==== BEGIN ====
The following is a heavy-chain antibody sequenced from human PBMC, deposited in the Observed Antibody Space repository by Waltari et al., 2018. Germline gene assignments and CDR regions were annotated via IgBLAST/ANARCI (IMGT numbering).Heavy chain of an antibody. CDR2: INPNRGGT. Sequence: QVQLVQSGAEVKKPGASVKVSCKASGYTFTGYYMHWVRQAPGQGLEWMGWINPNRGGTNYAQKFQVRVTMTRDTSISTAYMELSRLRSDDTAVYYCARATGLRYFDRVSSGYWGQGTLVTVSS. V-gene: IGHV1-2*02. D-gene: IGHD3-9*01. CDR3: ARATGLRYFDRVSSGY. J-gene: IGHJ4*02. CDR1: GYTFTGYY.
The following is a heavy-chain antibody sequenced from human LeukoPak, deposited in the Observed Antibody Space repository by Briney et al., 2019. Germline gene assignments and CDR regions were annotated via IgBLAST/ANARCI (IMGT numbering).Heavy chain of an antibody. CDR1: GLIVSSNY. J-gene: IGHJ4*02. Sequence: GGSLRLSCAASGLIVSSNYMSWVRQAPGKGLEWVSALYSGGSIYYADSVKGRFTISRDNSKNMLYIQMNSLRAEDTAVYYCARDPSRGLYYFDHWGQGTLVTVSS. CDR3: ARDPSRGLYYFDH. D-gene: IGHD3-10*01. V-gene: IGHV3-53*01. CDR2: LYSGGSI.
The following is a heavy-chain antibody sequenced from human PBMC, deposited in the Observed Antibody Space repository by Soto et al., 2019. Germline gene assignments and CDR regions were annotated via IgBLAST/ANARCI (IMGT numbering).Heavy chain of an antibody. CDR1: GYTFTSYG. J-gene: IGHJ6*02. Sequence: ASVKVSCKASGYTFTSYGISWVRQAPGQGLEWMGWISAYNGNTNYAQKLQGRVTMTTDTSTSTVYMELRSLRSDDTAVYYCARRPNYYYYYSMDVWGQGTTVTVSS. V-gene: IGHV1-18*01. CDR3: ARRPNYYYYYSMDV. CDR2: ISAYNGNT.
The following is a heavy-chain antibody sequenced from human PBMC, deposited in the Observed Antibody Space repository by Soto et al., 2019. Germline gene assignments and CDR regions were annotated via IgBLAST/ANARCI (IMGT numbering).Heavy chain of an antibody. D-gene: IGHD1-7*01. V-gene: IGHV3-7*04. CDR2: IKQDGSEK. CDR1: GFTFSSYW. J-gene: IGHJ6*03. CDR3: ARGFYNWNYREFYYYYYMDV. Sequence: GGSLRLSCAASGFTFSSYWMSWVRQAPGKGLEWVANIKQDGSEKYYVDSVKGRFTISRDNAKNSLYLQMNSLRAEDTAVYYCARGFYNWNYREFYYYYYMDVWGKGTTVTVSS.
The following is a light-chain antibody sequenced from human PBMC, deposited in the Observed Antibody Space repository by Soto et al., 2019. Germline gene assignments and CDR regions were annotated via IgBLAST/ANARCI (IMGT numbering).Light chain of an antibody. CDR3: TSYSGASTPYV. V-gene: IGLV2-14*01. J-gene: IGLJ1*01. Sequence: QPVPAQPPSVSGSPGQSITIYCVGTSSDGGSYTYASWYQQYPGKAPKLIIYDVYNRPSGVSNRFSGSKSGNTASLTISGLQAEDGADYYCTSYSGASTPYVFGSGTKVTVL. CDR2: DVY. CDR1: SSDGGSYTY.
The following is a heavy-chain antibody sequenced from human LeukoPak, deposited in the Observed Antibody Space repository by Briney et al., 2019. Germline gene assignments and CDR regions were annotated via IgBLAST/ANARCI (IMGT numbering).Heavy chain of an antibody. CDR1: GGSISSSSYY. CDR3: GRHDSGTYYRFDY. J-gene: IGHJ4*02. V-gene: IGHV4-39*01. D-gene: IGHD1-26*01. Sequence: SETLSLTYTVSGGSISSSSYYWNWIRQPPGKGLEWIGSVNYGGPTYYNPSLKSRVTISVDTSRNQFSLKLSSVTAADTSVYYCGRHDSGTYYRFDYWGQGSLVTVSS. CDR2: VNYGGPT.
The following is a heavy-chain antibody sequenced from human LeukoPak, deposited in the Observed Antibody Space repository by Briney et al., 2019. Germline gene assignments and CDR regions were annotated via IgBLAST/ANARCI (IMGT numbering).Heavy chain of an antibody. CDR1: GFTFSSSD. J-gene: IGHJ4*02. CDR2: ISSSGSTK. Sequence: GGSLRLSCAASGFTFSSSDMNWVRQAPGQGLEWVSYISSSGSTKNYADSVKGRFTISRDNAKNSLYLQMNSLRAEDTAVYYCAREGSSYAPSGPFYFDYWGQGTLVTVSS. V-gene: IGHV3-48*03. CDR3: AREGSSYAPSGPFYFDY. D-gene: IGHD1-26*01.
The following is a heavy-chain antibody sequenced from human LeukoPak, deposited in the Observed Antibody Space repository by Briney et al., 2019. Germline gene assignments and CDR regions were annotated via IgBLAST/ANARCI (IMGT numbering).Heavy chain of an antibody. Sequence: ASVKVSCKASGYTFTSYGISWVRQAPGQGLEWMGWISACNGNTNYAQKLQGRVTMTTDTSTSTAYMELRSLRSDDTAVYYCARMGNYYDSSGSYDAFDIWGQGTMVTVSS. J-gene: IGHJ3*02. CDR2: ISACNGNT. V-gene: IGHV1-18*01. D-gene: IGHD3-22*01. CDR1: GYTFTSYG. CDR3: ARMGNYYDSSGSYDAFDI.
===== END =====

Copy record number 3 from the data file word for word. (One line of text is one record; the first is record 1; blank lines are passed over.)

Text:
The following is a heavy-chain antibody sequenced from human PBMC, deposited in the Observed Antibody Space repository by Soto et al., 2019. Germline gene assignments and CDR regions were annotated via IgBLAST/ANARCI (IMGT numbering).Heavy chain of an antibody. CDR1: GYTFTSYG. J-gene: IGHJ6*02. Sequence: ASVKVSCKASGYTFTSYGISWVRQAPGQGLEWMGWISAYNGNTNYAQKLQGRVTMTTDTSTSTVYMELRSLRSDDTAVYYCARRPNYYYYYSMDVWGQGTTVTVSS. V-gene: IGHV1-18*01. CDR3: ARRPNYYYYYSMDV. CDR2: ISAYNGNT.